Managing stress and changing the diets of patients with inflammatory bowel disease (IBD) may help mitigate abdominal pain, a British study suggests.
The systematic review, “Interventions for abdominal pain management in inflammatory bowel disease,” appeared in the journal Alimentary Pharmacology and Therapeutics.
IBD patients, including those with ulcerative colitis and Crohn’s disease as well as those in remission, frequently complain of chronic abdominal pain. However, pain in IBD is under-recognized, under-treated and under-researched, says the study.
Factors contributing to IBD pain include inflammation, post-inflammatory sensitization, bacterial overgrowth in the intestine, food intolerances and disease-induced morphological alterations. Psychological symptoms such as stress, anxiety or depression, sleep disturbance and medications also influence the perception of pain.
The use of analgesics, including opioids, to manage IBD pain may exacerbate symptoms, cause side effects or mask a relapse. Moreover, opioids’ benefits may not be significantly strong or long-lasting, and their use might also stigmatize patients as addicts. Yet relaxation and psychotherapy — along with dietary changes — are promising approaches.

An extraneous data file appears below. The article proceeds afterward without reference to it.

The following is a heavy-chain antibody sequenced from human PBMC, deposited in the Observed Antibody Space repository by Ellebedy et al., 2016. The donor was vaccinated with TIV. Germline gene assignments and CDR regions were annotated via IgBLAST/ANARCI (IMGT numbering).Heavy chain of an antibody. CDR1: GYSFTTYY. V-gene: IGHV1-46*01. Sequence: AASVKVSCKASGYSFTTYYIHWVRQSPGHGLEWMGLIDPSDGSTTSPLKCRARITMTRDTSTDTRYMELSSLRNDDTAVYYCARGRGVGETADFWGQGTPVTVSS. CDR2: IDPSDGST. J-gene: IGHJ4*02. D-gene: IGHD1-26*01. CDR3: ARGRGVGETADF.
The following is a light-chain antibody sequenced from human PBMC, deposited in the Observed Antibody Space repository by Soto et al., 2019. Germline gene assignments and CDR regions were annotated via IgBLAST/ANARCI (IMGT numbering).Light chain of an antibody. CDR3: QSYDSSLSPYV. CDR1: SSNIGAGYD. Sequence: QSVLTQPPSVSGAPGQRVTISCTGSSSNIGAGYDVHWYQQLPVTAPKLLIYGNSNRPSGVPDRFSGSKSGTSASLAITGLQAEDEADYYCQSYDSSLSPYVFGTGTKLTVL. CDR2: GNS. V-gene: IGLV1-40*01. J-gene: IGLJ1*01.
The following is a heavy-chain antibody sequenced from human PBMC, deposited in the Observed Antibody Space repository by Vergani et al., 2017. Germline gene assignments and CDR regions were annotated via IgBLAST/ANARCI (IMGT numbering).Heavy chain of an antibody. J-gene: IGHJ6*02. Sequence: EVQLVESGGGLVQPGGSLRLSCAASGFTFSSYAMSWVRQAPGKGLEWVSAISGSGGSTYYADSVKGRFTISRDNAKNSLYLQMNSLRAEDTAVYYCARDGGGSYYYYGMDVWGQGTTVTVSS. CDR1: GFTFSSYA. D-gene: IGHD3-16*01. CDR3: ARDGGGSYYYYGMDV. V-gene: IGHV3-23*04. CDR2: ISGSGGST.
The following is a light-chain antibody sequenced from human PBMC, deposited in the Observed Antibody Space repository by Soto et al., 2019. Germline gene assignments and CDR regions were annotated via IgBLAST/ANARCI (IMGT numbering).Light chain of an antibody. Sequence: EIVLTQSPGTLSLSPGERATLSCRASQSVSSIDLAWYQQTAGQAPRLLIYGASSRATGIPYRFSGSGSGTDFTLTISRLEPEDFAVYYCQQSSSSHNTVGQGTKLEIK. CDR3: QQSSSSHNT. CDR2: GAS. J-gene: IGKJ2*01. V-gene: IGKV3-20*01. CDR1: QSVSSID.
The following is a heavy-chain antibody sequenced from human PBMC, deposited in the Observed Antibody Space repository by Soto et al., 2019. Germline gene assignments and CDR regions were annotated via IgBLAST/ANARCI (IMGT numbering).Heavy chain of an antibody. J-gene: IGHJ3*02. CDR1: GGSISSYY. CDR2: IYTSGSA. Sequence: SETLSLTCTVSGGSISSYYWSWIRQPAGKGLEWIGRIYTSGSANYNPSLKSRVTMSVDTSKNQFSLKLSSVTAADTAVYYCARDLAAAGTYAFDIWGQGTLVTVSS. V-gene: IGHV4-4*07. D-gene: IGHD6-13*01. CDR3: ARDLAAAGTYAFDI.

Christine Norton, a professor at King’s College London, led a team that reviewed interventions for abdominal pain management in IBD patients. Their analysis of 15 studies revealed a variety of psychological interventions such as individualized and group-based relaxation; in fact, stress management reduced pain in four of six studies. Moreover, both psychologist-led and self-directed stress management in inactive Crohn’s disease ameliorated pain for as long as 12 months.
Antibiotics, transdermal nicotine patches and cannabis also mitigated pain, though dietary interventions led to mixed results. Alcoholic drinks with higher sugar content caused more pain, whereas fermented carbohydrates with probiotic properties reduced it. Studies published after the database research had been carried out further suggested that a low fermentable carbohydrate diet could effectively decrease abdominal pain in IBD.
Overall, the study stresses the need to pay more attention to IBD pain, including in patients with controlled disease. Despite the limited evidence, it said, doctors should consider making referrals to psychologists or dietitians. “It is likely that a range of pharmacological, nonpharmacological and dietary manipulation will provide the best effects for patients,” the authors wrote. However, “the interrelationship between these groups of factors is not well understood and needs further investigation.”
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